ECONOMYNEXT – Sri Lanka’s Finance Leasing Companies have been hit by import controls as new car imports were banned, Fitch Ratings said, while second hand prices had also surged.
“Higher second-hand vehicle prices due to limited new vehicle supplies have reduced affordability and will most likely weaken future demand for vehicle financing,” Fitch said.
Instead of raising rates to half money printing and restore monetary stability, Sri Lanka has banned vehicle imports and now also restricted underwear and electronic items.
Fitch believes the ban is likely to remain in effect at least until the end of 2022.
“This has caused surging demand for second-hand vehicles, inflating prices by around 50 percent depending on vehicle type,” the rating agency said.
“The higher prices have supported loan recoveries from repossession in the near term, but may expose FLCs to unexpected sharp price corrections.”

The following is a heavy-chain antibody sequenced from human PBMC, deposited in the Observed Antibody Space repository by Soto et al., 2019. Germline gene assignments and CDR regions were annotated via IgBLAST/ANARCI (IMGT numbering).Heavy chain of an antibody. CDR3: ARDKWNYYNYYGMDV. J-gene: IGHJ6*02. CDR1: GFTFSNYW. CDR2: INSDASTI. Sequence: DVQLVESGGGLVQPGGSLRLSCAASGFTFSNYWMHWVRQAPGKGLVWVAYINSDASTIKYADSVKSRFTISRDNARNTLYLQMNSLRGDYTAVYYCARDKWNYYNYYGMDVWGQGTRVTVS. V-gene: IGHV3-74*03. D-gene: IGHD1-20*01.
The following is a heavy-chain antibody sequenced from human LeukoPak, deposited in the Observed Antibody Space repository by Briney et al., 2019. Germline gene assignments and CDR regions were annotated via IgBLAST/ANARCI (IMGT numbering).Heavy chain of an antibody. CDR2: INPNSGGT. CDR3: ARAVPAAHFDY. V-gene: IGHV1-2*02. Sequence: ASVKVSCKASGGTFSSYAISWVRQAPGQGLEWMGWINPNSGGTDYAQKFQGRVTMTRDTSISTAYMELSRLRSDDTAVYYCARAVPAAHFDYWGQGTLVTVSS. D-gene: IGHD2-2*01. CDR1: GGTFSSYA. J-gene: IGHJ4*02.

The industry’s total loans had contracted 2.2 percent in the year to June 2021 marking the fifth consecutive quarter of loan contraction for the industry, Fitch said.
The sector non-performing loans ratio, based on loans over six months past due, had climbed to 13.0 percent by June against 7.7 percent at March.
Profitability measured by annualised return on assets had fallen to 1.8 percent in 1QFY22 from 2.8 percent in FY19 due to higher credit costs and declining top-line revenue.
“Capitalisation and liquidity metrics remained relatively stable due to the limited growth opportunities,” the rating agency said.
“We believe Fitch-rated standalone FLCs largely possess adequate profit and capital loss-absorption buffers relative to their rating levels to absorb higher credit costs, with the exception of Bimputh Finance PLC (B-(lka)/Rating Watch Negative). ”
“Its sustained losses continue to erode its capital base. Still, FLCs’ credit profiles are highly susceptible to the strength of the economic rebound, which could determine their ability to arrest deterioration in asset quality. ”